Case Study 2023
The client had an existing software solution used to monitor and report on their physical product, however they identified that their current solution lacked the functionality required to land sales, and had a poor user experience.
The task we were hired to do was two fold:
- Understand the core user jobs, and ensure that critical functionality was implemented.
- Create a smooth, enjoyable user experience that empowers users.
The outcome we worked towards was giving the client a software solution to sell alongside their physical product, that included all the functionality their clients need. The client already had a sales milestone set, so we worked to a fixed deadlines and scaled the team in order to achieve this for the client.
Initially the team included only myself, a Product Manager, and the Lead Developer. This allowed us to operate as a Product Trio, and ensured we prioritised the work correctly, and focused on building a product that was feasible, usable, and viable.
We later extended the team to include additional developers, after an initial discovery phase had been completed and we understood the build requirements.
My responsibilities on this project included:
- User research
- Building out a design system
Working closely with the client, we defined a process we wanted to follow in order to achieve the desired outcome by the deadline:
- Initial discovery: Using the concepts included in a typical Design Sprint, we adjusted the formula to fit our needs. We created a map, and performed an ‘ask the experts’ exercise. This allowed us to start understanding the user flows, which allowed us to abstract them into the core Jobs To Be Done (JTBD), however since the client has yet to sell, we simply adjusted the JTBD framework to skip sections such as customer interviews, and instead the client provided us with their assumptions.
- Prioritisation workshop: Internally, we conducted a story mapping exercise using all the information we had gathered from the client. During this step, we reduced the scope and defined the MVP, prioritising a working MVP that covered all the core JTBD for the target users over trying to build too many features.We then presented this back to the client to ensure we were all aligned on priorities for the deadline.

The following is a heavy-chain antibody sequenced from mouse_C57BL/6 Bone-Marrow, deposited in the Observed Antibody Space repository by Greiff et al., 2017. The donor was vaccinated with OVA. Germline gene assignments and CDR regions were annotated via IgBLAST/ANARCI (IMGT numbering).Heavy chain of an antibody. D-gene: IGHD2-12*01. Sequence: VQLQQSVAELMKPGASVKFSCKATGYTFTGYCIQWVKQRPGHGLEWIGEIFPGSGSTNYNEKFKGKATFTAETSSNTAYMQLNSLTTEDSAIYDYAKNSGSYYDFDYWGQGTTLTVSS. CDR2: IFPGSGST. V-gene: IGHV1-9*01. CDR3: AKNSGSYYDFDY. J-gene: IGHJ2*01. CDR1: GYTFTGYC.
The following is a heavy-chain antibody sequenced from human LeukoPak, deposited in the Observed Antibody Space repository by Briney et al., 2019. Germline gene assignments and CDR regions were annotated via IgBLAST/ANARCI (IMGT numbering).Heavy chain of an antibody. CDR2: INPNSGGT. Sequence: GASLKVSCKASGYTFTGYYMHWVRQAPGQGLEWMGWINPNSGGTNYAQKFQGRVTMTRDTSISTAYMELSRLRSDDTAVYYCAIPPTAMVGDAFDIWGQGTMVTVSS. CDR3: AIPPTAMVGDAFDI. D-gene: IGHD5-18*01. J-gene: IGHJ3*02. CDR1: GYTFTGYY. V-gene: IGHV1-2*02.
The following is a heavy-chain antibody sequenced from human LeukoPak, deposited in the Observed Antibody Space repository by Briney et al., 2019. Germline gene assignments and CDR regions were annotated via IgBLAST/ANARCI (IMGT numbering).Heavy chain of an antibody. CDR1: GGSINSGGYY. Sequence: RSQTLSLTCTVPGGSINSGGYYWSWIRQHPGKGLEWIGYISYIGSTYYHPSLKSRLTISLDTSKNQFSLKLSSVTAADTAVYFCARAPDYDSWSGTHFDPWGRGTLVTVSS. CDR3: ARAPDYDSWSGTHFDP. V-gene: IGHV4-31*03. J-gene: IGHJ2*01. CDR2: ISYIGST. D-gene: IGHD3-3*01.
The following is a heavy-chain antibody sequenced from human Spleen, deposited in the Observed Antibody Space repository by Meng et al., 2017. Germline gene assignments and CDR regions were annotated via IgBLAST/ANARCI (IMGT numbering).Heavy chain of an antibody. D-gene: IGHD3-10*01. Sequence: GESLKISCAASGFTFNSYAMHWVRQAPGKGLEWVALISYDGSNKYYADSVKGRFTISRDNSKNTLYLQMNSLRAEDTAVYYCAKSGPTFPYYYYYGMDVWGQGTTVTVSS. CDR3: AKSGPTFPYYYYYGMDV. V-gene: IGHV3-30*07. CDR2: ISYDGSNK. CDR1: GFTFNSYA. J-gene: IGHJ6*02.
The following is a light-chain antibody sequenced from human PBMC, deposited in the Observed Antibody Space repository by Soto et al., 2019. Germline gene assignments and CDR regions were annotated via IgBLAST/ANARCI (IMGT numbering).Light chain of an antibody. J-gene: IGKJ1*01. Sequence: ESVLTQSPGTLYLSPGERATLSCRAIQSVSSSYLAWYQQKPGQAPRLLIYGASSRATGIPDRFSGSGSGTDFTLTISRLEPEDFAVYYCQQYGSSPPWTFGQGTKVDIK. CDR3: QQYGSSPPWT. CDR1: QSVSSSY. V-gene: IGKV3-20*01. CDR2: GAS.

- Low fidelity wireframes and design system: Next we worked to define the content for the core flows, and started to create multiple lo-fi iterations. During this design exploration, we worked in parallel to define a design system that aligned with the clients branding. This meant as we explored different layouts, we were also ensuring that they aligned with the look and feel of the client's brand. Building out the design system also meant that moving forward we would have a collection of components signed off by the client that would increase the speed of the next rounds of design iteration.
- High fidelity designs and prototypes: Once we had a layout defined and a design system signed off, we built out the final high fidelity designs using the design system we’d already built. During this step we were able to user test with the client and their team, and make final tweaks to the design pre-development.
- Handoff to development: While as a team, we aim to keep the product trio making decisions, there was still a handover from design to development to clarify any nuances or questions around the user experience. Throughout development, we also do regular check-ins with design and developers to ensure that we all stay aligned and address any usability or functionality questions that arise.
We were able to deliver a MVP to the client that aligned with their brand vision, however throughout the process we had to reprioritise and reduce the scope that the client originally wanted in order to deliver a software solution that provided end to end functionality. The process involved a lot of research in order to focus on building the right thing, at the right time – essential in the startup space. Throughout the whole process however, it reinforced some core product beliefs of mine:
- There’s no such thing as over-communicating
- Always be an advocate for good UX and accessibility
- Adapt methodologies to the situation